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Images of distant cultures

An exhibition of photographs by ethnographer Harald Schultz chronicles his experiences working among indigenous peoples

Fifteen-year-old youths of the Waujá tribe are adorned with paint for a competition in 1964. Men and children paint one another in preparation for the games.

Harald Schultz/MAE-USP Collection Fifteen-year-old youths of the Waujá tribe are adorned with paint for a competition in 1964. Men and children paint one another in preparation for the games.Harald Schultz/MAE-USP Collection

While working as ethnographer among the Umutina Indians of Mato Grosso do Sul between 1943 and 1945, Harald Schultz of the Brazilian state of Rio Grande do Sul received an arrow through the arm from an Indian who believed he had outstayed his welcome in his village. Schultz was rescued by other members of the tribe, eventually recovered, and the event – related in Vinte e três índios resistem à civilização (Twenty-three Indians resist civilization) (ed. Melhoramentos, 1953) – was treated as a minor setback that did nothing to discourage his interest in other cultures.  The ethnographer filmed and photographed the Indians along with collecting tribal artifacts throughout Brazil as well as in countries like Peru and Bolívia that border it.  “He was one of the pioneers in the field of visual anthropology in Brazil, creating a photographic record of enormous technical and artistic value,” says Sandra de La Torre Campos, an anthropologist at the Museum of Archeology and Ethnology of the University of São Paulo (MAE/USP).

A number of Schultz’ photographs can be viewed at two exhibitions traveling throughout museums in the state of São Paulo.  The first, Harald Schultz, olhar antropológico (Harald Schultz, the anthropologist’s eye) depicting indigenous children, opened in 2011.  Harald Schultz, fotógrafo e etnógrafo (Harald Schultz photographer and ethnographer), the second exhibition, launched in 2012, portrays the aesthetics of bodily adornments, headdresses, and paintings.  “Shultz’ photographs are important to anthropology because we can use them for ethnographic and historical studies of the time in which they were taken,” says MAE researcher and docent Marília Xavier Cury, curator for both exhibitions.  “The cultures change and what the photographs show are the cultures at the time and place in which they were taken’” she adds.  The collection of photographs that Schultz left  is precious because it enables research and several comparative studies to be carried out on indigenous cultures of the past and the transformations they have undergone.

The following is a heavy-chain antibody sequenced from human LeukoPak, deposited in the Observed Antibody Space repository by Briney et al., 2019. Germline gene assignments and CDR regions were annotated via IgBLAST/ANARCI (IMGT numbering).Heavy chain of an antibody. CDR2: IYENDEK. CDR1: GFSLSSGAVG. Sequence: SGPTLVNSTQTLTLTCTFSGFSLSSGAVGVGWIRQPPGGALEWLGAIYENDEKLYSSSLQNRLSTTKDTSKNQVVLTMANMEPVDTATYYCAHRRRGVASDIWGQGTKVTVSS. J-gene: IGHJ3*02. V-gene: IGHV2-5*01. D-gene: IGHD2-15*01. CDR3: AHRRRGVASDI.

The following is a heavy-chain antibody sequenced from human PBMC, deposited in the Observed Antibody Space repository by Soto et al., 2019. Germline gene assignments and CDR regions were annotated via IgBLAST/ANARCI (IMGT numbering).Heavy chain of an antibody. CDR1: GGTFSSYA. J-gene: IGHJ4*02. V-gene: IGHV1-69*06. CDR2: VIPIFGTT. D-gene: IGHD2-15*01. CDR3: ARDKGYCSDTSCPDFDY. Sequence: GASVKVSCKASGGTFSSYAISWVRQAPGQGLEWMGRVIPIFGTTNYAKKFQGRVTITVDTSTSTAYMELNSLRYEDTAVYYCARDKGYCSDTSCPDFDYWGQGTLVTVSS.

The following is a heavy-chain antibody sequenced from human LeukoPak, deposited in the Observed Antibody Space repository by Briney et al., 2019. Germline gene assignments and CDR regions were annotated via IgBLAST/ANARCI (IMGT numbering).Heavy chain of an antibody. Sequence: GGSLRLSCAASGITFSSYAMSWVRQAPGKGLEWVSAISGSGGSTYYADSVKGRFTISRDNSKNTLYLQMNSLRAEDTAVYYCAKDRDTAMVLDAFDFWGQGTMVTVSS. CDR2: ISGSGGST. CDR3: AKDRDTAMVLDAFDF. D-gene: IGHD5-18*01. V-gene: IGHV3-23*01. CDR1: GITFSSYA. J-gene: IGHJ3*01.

Schultz beside a Kadiwéu woman, in Mato Grosso do Sul (1942), photographed during a documentary produced by the former SPI

FUNAI Indian Museum – Brazil CollectionSchultz beside a Kadiwéu woman, in Mato Grosso do Sul (1942), photographed during a documentary produced by the former SPIFUNAI Indian Museum – Brazil Collection

Harald Schultz (1909-1966) was born in Porto Alegre to a Brazilian mother and a German father.  He studied in Germany from age six to 15 before returning to Brazil, where he developed a passion for photography.  “He photographed Brazilian President Getúlio Vargas in Ijuí, state of Rio Grande do Sul, who invited him to work in Rio de Janeiro during the 1930s,” recalls Shultz’ widow, the anthropologist Vilma Chiara, now 86.  It was in the former national capital that Schultz began his work in 1939 with the Indian Protection Service (SPI now known as the National Indian Foundation (Fundação Nacional do Indio – Funai) – under Marshal Cândido Rondon.  Schultz also attended courses taught by Curt Nimuendaju, a German ethnologist who dedicated 40 years to the study of Brazil’s indigenous peoples.

In 1947, Schultz left the SPI for a position at the Museu Paulista at the invitation of Herbert Baldus, a German professor of Brazilian ethnology at the São Paulo School of Sociology and Politics.  Schultz also attended Baldus’ classes.  According to Cury, “He was a talented photographer and a very good collector of artifacts, but had no academic training.”  “In fact, Harald was more interested in dealing directly with the Indians and actually preferred filming and photography,” says his widow Vilma, who often accompanied him in the field as professional anthropologist.  Schultz would stay in the villages for months.  His widow recalls Schultz’ frequent visits to 25 de Março Street in the commercial district of São Paulo, where he would ask the shopkeepers for donations of every variety.  He would then exchange these items for artifacts: ornaments, baskets, ceramics, woven mats, hammocks, among others objects of Indian manufacture now part of the Museu Paulista collection.

The ethnographer from Rio Grande do Sul wrote monographs and gathered archaeological material for research.  His articles were published in magazines abroad, and his photographs frequently appeared in the pages of National Geographic.  Schultz and Baldus had a good partnership.  “Baldus would often go into the field and Schultz would then join him to begin his work in iconography and/or artifacts collecting,” says Cury.  By 1965, he had made 57 short films depicting the dances, rituals, and manual work of the Javahé, Karajá, Krahô, Uruku, and Waurá tribes, among others.  Today these films can be found in the MAE/USP archives, along with a collection of 1,227 slides.  But there is more – much more – in the hands of Walter, the son born to Shultz and Chiara.  “In Paris, where he lives, he has 24,000 slides of his father’s photographs that date back to 1950, the year we married,” Chiara recalls.